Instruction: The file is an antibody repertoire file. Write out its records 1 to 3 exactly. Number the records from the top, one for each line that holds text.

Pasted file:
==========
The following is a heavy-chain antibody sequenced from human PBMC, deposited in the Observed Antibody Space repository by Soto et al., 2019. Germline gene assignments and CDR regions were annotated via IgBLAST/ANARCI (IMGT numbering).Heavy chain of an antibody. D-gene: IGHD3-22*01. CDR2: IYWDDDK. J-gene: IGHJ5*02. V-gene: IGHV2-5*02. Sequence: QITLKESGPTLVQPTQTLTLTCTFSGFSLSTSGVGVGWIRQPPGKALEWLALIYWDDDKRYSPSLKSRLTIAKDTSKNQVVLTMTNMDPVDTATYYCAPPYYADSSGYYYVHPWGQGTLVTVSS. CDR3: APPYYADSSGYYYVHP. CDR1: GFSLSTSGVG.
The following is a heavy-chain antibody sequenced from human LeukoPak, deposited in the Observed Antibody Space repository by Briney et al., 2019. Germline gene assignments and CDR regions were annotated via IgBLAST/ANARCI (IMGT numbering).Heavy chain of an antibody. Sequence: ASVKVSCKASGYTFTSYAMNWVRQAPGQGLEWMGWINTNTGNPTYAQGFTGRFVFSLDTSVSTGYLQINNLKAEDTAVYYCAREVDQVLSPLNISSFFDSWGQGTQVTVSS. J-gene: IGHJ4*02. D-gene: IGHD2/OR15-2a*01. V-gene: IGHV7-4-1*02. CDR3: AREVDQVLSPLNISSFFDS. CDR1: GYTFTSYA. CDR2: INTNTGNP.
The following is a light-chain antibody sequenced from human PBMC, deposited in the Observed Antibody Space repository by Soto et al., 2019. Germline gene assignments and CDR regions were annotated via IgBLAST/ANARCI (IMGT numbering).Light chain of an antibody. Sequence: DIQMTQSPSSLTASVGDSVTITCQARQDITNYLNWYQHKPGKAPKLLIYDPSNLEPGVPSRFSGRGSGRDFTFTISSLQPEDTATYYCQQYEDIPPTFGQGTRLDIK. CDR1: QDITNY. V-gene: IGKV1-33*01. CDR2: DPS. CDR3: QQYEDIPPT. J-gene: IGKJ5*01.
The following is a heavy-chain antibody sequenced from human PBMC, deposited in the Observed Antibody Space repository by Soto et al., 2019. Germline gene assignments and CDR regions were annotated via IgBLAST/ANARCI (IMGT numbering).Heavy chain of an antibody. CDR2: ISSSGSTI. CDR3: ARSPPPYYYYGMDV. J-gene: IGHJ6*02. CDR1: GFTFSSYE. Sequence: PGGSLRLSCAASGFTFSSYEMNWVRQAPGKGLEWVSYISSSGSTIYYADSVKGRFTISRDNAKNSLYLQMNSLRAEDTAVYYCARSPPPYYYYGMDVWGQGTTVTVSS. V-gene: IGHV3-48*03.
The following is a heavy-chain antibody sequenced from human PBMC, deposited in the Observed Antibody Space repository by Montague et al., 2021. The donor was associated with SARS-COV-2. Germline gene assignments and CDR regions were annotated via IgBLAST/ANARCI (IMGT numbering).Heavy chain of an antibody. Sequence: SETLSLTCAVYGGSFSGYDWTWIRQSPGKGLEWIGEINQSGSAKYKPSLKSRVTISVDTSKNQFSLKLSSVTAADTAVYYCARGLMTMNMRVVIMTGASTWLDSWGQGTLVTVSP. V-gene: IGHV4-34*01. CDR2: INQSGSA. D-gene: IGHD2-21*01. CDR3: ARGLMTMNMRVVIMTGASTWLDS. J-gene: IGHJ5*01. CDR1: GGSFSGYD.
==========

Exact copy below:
The following is a heavy-chain antibody sequenced from human PBMC, deposited in the Observed Antibody Space repository by Soto et al., 2019. Germline gene assignments and CDR regions were annotated via IgBLAST/ANARCI (IMGT numbering).Heavy chain of an antibody. D-gene: IGHD3-22*01. CDR2: IYWDDDK. J-gene: IGHJ5*02. V-gene: IGHV2-5*02. Sequence: QITLKESGPTLVQPTQTLTLTCTFSGFSLSTSGVGVGWIRQPPGKALEWLALIYWDDDKRYSPSLKSRLTIAKDTSKNQVVLTMTNMDPVDTATYYCAPPYYADSSGYYYVHPWGQGTLVTVSS. CDR3: APPYYADSSGYYYVHP. CDR1: GFSLSTSGVG.
The following is a heavy-chain antibody sequenced from human LeukoPak, deposited in the Observed Antibody Space repository by Briney et al., 2019. Germline gene assignments and CDR regions were annotated via IgBLAST/ANARCI (IMGT numbering).Heavy chain of an antibody. Sequence: ASVKVSCKASGYTFTSYAMNWVRQAPGQGLEWMGWINTNTGNPTYAQGFTGRFVFSLDTSVSTGYLQINNLKAEDTAVYYCAREVDQVLSPLNISSFFDSWGQGTQVTVSS. J-gene: IGHJ4*02. D-gene: IGHD2/OR15-2a*01. V-gene: IGHV7-4-1*02. CDR3: AREVDQVLSPLNISSFFDS. CDR1: GYTFTSYA. CDR2: INTNTGNP.
The following is a light-chain antibody sequenced from human PBMC, deposited in the Observed Antibody Space repository by Soto et al., 2019. Germline gene assignments and CDR regions were annotated via IgBLAST/ANARCI (IMGT numbering).Light chain of an antibody. Sequence: DIQMTQSPSSLTASVGDSVTITCQARQDITNYLNWYQHKPGKAPKLLIYDPSNLEPGVPSRFSGRGSGRDFTFTISSLQPEDTATYYCQQYEDIPPTFGQGTRLDIK. CDR1: QDITNY. V-gene: IGKV1-33*01. CDR2: DPS. CDR3: QQYEDIPPT. J-gene: IGKJ5*01.